Photo by Nathan West
A Hawk and A Hacksaw: Website
Watch the film trailer here
Listen to the title track here
A Hawk and A Hacksaw: You Have Already Gone to the Other World / Music Inspired by Paradjanov's Shadows of Forgotten Ancestors
Thursday, May 23, 2012 at 7:30pm
Target Free Thursdays
David Rubenstein Atrium at Lincoln Center, Frieda and Roy Furman Stage
A Hawk and A Hacksaw, the duo of Jeremy Barnes and Heather Trost, known for performing traditional and original music steeped in Eastern European folk traditions, have confirmed the release of their sixth album You Have Already Gone To The Other World / Music Inspired By Paradjanov's Shadows of Forgotten Ancestors on April 2 via their own label L.M. Dupli-cation. The sixteen tracks on the double album feature seven originals along with nine Ukrainian, Hungarian and Romanian traditional songs re-imagined and arranged with inspiration taken from the legendary 1964 film Shadows of Forgotten Ancestors by Russian filmmaker Sergey Paradjanov.
Taking their cues from the surreal folk magic of Forgotten Ancestors, Barnes (of Neutral Milk Hotel) and Trost (who lends vocals and violin on Josephine Foster's latest album) began composing new music to perform along with the film and, in 2012, took the project on tour, accompanying the movie live in cinemas and theatres internationally. The new album is the product of those tours and the evolution of the music into something that can stand on its own - new compositions and traditional folk tunes which can not only accompany the film but work to create a new blend of music and prerecorded sound that comments on, and sometimes overtakes, the original soundtrack and dialogue.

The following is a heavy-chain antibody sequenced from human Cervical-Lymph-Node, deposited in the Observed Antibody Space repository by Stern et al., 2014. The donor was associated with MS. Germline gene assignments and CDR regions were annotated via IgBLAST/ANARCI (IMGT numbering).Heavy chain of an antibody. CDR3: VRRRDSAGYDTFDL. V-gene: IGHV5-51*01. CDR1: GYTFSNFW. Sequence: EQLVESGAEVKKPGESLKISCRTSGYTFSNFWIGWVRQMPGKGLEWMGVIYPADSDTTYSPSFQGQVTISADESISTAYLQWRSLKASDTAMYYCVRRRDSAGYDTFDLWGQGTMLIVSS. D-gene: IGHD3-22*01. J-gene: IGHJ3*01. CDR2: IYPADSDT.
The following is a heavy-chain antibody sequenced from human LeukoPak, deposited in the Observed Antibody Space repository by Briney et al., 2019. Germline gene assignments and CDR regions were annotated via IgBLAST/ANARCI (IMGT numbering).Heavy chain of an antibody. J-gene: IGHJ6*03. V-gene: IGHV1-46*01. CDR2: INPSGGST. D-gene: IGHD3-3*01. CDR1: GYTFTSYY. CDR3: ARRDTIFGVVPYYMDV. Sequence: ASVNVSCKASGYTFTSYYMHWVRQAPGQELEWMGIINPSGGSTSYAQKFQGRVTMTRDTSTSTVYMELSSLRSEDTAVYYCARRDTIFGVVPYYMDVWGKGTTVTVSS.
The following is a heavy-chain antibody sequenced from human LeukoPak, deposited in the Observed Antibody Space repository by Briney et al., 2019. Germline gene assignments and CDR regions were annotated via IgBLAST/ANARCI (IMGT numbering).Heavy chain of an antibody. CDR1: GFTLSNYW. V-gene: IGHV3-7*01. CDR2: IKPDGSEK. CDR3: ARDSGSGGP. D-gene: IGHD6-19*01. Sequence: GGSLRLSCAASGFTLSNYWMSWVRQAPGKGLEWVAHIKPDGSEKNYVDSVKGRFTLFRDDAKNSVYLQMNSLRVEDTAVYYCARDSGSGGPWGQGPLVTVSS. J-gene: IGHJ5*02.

Produced by John Dieterich of Deerhoof, this is the first AHAAH album for some time to feature only its two primary members (with the exception of two tracks where Dietrich lends guitar) but the instrumentation is not minimal. Dieterich's sense of musical experimentation has driven AHAAH into new territories of folk psychedelia that often explodes with rich ornamentation. It's also the band's most dynamic album since they began their Eastern European adventure, with the thundering percussion and dramatic arcs of violin on the title track being counterpointed by majestic solo pieces for Persian Santur ("Where No Horse Neighs, And No Crow Flies"), and piano ("The Snow in Kryvorivnya"), stately organ-led processionals ("O Lord, Saint George, Bewitch Ivan, Make Him Mine") and original sound and melodies from the film woven throughout.